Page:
But one could not be faulted for professing a healthy skepticism. Miracles in anyone’s experience must be, by definition, rare occurrences. And all societies are perhaps unavoidably beset with charlatans and demagogues who prey on the unfortunate and weak minded. Like modern day democrats, politicians and witch doctors invent dangerous and often imaginary scenarios and appoint themselves saviors. They make promises they cannot keep, and usually have no intention of keeping, to gain personal prestige and power and wealth. They excuse inevitable failure by blaming enemies and sowing hatred and distrust. Nor is this easily corrected as, for instance, excessive subsidies for poverty and dependency tend to swell the ranks of those in need and across generations. The net result is an unfortunate but stable power base.
On the other hand, there is a single unique example of which we might take note. It remains difficult to discount the testimony of the Apostles, who spread the Christian message independently and consistently across the globe. These stalwarts literally gave their lives to affirm a truth of which they apparently had no personal doubts. Indeed Christ and his immediate followers were the textbook example of “testimony contrary to interest” which is generally afforded unusual legal weight. That is, unlike others, they sought no personal gain. That this message so resonates in the hearts of each generation down through the millennia is yet another recommendation. One might be excused for thinking that truth calls to truth.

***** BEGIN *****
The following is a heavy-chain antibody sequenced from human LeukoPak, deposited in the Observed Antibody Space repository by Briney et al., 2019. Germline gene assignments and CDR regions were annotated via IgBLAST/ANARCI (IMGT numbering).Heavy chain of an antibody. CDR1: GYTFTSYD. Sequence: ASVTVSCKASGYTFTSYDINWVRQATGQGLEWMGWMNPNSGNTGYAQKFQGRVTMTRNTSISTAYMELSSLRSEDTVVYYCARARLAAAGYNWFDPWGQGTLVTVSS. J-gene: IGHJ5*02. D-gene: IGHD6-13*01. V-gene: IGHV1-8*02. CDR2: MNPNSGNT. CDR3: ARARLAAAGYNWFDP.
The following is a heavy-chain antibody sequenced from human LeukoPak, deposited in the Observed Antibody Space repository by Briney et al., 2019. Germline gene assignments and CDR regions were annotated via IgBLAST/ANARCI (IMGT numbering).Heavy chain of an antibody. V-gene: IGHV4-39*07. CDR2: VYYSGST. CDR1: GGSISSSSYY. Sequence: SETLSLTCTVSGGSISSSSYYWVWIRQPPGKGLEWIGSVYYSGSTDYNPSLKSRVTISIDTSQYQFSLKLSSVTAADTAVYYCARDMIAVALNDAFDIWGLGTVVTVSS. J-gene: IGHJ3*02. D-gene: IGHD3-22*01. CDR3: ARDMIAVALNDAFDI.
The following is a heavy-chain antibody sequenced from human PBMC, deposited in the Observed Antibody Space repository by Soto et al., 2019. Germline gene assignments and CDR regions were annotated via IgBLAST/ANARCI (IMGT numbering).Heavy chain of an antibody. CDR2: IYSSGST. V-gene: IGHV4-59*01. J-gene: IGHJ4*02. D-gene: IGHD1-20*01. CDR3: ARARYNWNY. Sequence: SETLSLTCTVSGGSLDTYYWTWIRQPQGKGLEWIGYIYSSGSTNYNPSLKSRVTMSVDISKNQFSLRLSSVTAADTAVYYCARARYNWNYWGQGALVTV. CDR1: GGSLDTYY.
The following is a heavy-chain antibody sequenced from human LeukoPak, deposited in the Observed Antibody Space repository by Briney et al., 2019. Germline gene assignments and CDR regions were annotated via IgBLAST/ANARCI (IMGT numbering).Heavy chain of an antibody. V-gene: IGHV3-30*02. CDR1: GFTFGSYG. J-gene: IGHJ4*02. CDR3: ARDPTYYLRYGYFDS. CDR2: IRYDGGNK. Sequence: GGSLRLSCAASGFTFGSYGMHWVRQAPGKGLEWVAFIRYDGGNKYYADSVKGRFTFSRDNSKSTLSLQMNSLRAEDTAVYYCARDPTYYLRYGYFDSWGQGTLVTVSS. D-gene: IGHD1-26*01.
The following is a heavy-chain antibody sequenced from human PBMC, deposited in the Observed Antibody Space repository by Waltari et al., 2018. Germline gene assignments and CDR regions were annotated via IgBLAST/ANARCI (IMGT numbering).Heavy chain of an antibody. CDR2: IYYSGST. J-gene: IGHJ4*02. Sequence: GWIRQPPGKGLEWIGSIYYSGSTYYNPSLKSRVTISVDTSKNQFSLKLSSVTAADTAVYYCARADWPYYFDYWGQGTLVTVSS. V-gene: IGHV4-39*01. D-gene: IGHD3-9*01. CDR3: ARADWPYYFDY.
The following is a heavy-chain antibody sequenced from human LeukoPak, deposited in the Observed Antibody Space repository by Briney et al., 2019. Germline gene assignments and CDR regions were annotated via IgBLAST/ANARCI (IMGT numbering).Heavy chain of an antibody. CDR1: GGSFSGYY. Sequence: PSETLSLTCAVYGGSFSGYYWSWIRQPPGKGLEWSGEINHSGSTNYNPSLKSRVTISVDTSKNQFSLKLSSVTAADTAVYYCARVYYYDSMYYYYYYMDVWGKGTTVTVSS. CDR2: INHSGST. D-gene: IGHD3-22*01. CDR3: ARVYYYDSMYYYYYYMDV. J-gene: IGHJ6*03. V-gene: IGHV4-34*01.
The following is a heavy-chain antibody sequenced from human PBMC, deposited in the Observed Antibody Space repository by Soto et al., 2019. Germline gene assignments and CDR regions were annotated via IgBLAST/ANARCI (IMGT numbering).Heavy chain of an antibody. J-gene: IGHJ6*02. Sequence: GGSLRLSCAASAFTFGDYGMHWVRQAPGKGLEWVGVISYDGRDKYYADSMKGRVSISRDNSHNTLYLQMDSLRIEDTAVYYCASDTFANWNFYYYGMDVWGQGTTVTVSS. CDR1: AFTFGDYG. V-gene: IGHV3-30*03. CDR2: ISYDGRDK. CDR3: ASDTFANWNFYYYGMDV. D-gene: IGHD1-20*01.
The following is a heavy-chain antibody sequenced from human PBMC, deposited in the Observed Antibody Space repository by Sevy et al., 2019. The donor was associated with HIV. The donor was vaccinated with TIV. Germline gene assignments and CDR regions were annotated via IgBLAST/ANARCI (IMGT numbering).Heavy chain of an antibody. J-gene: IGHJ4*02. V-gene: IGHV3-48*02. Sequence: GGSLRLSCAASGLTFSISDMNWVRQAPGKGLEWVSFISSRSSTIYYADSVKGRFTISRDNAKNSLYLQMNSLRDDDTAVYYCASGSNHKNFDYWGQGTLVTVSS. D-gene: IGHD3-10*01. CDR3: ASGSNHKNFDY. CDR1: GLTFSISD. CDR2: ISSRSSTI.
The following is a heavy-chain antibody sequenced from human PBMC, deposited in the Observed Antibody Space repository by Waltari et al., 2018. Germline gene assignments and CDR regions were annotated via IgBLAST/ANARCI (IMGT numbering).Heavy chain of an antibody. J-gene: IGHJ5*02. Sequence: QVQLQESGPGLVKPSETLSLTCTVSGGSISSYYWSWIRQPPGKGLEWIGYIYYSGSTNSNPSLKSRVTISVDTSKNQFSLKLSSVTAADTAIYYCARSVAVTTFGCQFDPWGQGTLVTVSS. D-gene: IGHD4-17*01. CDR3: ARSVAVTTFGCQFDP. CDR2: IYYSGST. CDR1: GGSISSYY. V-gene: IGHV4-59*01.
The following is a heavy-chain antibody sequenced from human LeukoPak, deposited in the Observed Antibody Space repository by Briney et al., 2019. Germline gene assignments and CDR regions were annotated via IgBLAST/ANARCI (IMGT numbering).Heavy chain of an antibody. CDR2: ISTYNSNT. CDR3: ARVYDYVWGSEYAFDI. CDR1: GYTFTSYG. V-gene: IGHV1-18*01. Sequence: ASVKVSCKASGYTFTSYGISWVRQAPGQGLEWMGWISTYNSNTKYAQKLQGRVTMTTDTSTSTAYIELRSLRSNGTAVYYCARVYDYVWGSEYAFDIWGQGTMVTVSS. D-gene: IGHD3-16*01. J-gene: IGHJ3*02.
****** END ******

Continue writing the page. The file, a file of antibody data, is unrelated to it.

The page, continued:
We would claim that this somewhat tedious list is exhaustive and complete. And we would discount other suggestions to include the following.
1. We have a homeostasis or our self regulating body chemistry as well as our involuntary autonomic reflexes whose results we can sense but in the same qualitative manner as external stimuli.
2. We have an almost instinctive kinesthetic awareness of our surroundings and our position in it. This provides a muscle memory allowing us to walk and run, to hit a baseball, and to play the piano with more ease than might otherwise be the case.
3. Many have an instinctive fear of falling or of snakes or of lightening but again this is triggered by a sense of our surroundings and our imaging the danger.
4. If we are passionate about observing people and well enough practiced, we may almost subconsciously form snap judgments of another’s thoughts or intent.
5. We tend to learn from our own mistakes albeit in a often haphazard and inconsistent fashion.
6. In a similar fashion we may make an almost involuntary connection between various ideas and experience a flash of insight.
In every case these latter items are derived and not fundamental sources different from those previously described. In addition the information they convey to our conscious mind are of a constructed and secondary quality
WHAT IS TRUE (“Justified belief”)
(We make assumptions, develop and simplify axioms, derive logical corollaries, and then test results.)
LIMITS OF KNOWLEDGE
LIMITS OF ARISTOTELIAN LOGIC
QUESTIONS OF SYMBOLIC LOGIC
LIMITS OF PREDICTIBILITY
QUALITIES OF SCIENCE
(Examples of Ptolemy, Copernicus, Kepler, Planck, Schrödinger, Einstein, Feynman)
UNREASONABLE EFFECTIVENESS OF MATHEMATICS